Interest rate swaps Featured

8:00pm EDT October 25, 2006
An interest rate swap is a financial contract involving an exchange of interest rate payments between an entity and its bank. Under a typical agreement, a company makes payments to a financial institution based on a fixed rate of interest while agreeing to receive payments based on a floating-rate index such as LIBOR or the prime rate.

Interest rate swaps are ideal for protecting against a rise in interest rates and can reduce the prepayment penalty associated with the termination of traditional fixed-rate debt. Also, they can be tailored to match the borrowing needs of any company.

“Interest rate swaps are very flexible and can be structured to match any portion of the underlying floating rate debt that a company wishes to fix,” points out Everett Orrick, senior vice president and regional manager at Comerica Bank.

Smart Business spoke with Orrick about how a company can benefit from floating rate loans with a swap, how fluctuating interest rates affect this type of vehicle and what types of documents are required.

How do floating-rate loans and traditional fixed-rate loans differ?
A floating-rate loan with a swap differs from a traditional fixed-rate loan in that there are essentially two payments between a customer and the bank to create the equivalent of a fixed-rate of interest. An interest rate swap is a separate financial contract which, when combined with a floating-rate loan, synthetically fixes the underlying floating-rate index through the exchange of fixed versus floating interest payments.

How can a company benefit from using a floating-rate loan with a swap?
The beauty of an interest rate swap is that it can be structured to meet the client’s needs in any interest rate environment. Also, if a company ever has to terminate its swap, the termination costs are typically far less than the traditional fixed rate loan. There are two other interest-rate risk-management tools that can be used as well. Interest rate caps essentially limit how high the interest rate can go on a debt; they don’t specifically fix the rate, but they limit the upside. Also, there is a product called interest rate collars which create a range of rates around which the floating-rate debt can float. It has a cap on the upside and a floor on the downside.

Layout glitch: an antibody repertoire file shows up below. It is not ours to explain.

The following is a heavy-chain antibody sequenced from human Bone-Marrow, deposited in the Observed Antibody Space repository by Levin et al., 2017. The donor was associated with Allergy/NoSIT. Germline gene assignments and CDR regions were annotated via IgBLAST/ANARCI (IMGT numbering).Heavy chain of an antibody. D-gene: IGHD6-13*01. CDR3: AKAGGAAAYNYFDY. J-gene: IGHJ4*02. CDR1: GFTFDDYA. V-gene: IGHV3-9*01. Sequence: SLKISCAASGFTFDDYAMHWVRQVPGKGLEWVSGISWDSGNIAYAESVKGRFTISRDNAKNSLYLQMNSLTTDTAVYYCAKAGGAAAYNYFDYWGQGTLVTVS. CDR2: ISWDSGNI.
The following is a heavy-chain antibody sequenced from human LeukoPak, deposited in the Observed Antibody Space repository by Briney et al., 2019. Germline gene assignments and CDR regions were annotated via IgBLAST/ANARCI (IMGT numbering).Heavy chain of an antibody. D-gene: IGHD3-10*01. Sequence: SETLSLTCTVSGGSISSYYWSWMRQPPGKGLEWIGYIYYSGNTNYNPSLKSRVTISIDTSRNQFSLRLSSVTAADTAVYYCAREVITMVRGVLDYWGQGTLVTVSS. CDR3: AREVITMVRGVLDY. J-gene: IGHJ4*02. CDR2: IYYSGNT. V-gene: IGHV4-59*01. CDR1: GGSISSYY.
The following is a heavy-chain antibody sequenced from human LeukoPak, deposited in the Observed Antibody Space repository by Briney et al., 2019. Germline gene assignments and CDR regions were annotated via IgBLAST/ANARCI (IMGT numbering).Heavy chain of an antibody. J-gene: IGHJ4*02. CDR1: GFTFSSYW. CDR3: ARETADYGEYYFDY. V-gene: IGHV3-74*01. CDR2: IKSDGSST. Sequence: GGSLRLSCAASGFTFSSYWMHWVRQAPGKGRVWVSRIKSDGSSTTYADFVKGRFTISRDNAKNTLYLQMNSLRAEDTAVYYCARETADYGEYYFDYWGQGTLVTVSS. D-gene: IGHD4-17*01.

How do cash flows of a fixed-rate loan and floating-rate loan with an interest rate swap compare?
They are remarkably similar. The difference is that with a swap product there are two payments from the customer to the bank compared to one payment with a fixed-rate product. Essentially, the interest cash flows of a fixed-rate loan can be mimicked through the use of a floating-rate loan with an interest rate swap. Various amortization structures found in traditional fixed-rate financing can be modeled using an interest rate swap.

What happens to a floating-rate loan with a swap if interest rates move lower?
If interest rates decline, the client’s rate does not change, there is just a change in interest payments between the floating-rate loan and the interest rate swap. The interest rate swap only hedges the underlying index on the loan, not the credit spread.

In terms of risks to a client, if rates move lower and they wish to terminate the swap transaction there may be a cost to unwind it which would be referred to as a market value loss. However, the market value loss is going to be much less than the prepayment premium on a traditional fixed-rate note. As long as the loan is outstanding, the net effect of a swap and fixed-rate loan are the same. Regardless of which direction rates move, the customer locks in a fixed rate of interest. The benefits come into play when a customer has to unwind his or her credit facility for some reason. This could be because he or she sells a property or comes into a large amount of cash and no longer wishes to have debt. Under this scenario, the swap becomes a much better tool than a fixed-rate loan.

What if interest rates rise?
If interest rates rise and the client wishes to terminate the swap contract, it is likely that the interest rate swap would have a market value gain and the client may get paid to terminate the transaction. Borrowers never get paid premiums to terminate-fixed rate loans.

EVERETT ORRICK is senior vice president and regional manager at Comerica Bank. Reach him at (714) 435-3998 or eorrick@comerica.com.